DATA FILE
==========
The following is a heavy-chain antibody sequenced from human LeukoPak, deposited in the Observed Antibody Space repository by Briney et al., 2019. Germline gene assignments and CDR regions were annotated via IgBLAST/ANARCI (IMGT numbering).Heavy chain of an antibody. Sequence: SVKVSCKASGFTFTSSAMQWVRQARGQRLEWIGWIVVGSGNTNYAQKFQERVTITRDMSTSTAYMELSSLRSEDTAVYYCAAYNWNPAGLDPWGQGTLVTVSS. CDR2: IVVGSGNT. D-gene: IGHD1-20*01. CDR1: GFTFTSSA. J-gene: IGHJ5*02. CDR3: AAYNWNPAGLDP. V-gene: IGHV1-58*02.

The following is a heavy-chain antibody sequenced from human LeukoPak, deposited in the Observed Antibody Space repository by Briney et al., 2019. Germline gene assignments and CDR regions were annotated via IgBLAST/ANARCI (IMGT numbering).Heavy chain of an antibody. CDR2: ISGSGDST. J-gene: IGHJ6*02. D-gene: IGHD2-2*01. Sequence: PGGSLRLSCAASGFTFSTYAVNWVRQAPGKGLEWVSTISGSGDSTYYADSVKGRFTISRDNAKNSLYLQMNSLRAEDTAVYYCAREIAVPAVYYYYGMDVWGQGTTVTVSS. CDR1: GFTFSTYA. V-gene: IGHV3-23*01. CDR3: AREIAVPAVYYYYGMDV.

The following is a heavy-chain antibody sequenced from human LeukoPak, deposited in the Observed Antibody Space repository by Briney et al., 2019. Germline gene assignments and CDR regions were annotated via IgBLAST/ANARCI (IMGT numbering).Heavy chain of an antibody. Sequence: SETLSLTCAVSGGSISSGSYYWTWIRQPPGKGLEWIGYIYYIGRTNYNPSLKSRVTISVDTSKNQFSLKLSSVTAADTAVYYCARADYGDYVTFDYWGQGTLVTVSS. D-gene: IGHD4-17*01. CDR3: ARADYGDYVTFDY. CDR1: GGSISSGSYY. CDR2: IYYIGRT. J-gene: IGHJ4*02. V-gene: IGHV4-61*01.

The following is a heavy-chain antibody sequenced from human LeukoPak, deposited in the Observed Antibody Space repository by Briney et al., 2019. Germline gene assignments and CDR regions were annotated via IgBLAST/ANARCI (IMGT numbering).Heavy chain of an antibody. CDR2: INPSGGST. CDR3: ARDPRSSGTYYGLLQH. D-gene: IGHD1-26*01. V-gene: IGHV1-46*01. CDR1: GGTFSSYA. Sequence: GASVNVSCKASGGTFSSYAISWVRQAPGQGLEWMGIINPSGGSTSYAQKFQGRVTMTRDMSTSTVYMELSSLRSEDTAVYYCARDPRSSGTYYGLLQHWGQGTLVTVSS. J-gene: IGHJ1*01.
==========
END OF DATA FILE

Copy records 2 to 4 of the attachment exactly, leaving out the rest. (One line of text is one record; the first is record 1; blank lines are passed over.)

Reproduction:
The following is a heavy-chain antibody sequenced from human LeukoPak, deposited in the Observed Antibody Space repository by Briney et al., 2019. Germline gene assignments and CDR regions were annotated via IgBLAST/ANARCI (IMGT numbering).Heavy chain of an antibody. CDR2: ISGSGDST. J-gene: IGHJ6*02. D-gene: IGHD2-2*01. Sequence: PGGSLRLSCAASGFTFSTYAVNWVRQAPGKGLEWVSTISGSGDSTYYADSVKGRFTISRDNAKNSLYLQMNSLRAEDTAVYYCAREIAVPAVYYYYGMDVWGQGTTVTVSS. CDR1: GFTFSTYA. V-gene: IGHV3-23*01. CDR3: AREIAVPAVYYYYGMDV.

The following is a heavy-chain antibody sequenced from human LeukoPak, deposited in the Observed Antibody Space repository by Briney et al., 2019. Germline gene assignments and CDR regions were annotated via IgBLAST/ANARCI (IMGT numbering).Heavy chain of an antibody. Sequence: SETLSLTCAVSGGSISSGSYYWTWIRQPPGKGLEWIGYIYYIGRTNYNPSLKSRVTISVDTSKNQFSLKLSSVTAADTAVYYCARADYGDYVTFDYWGQGTLVTVSS. D-gene: IGHD4-17*01. CDR3: ARADYGDYVTFDY. CDR1: GGSISSGSYY. CDR2: IYYIGRT. J-gene: IGHJ4*02. V-gene: IGHV4-61*01.

The following is a heavy-chain antibody sequenced from human LeukoPak, deposited in the Observed Antibody Space repository by Briney et al., 2019. Germline gene assignments and CDR regions were annotated via IgBLAST/ANARCI (IMGT numbering).Heavy chain of an antibody. CDR2: INPSGGST. CDR3: ARDPRSSGTYYGLLQH. D-gene: IGHD1-26*01. V-gene: IGHV1-46*01. CDR1: GGTFSSYA. Sequence: GASVNVSCKASGGTFSSYAISWVRQAPGQGLEWMGIINPSGGSTSYAQKFQGRVTMTRDMSTSTVYMELSSLRSEDTAVYYCARDPRSSGTYYGLLQHWGQGTLVTVSS. J-gene: IGHJ1*01.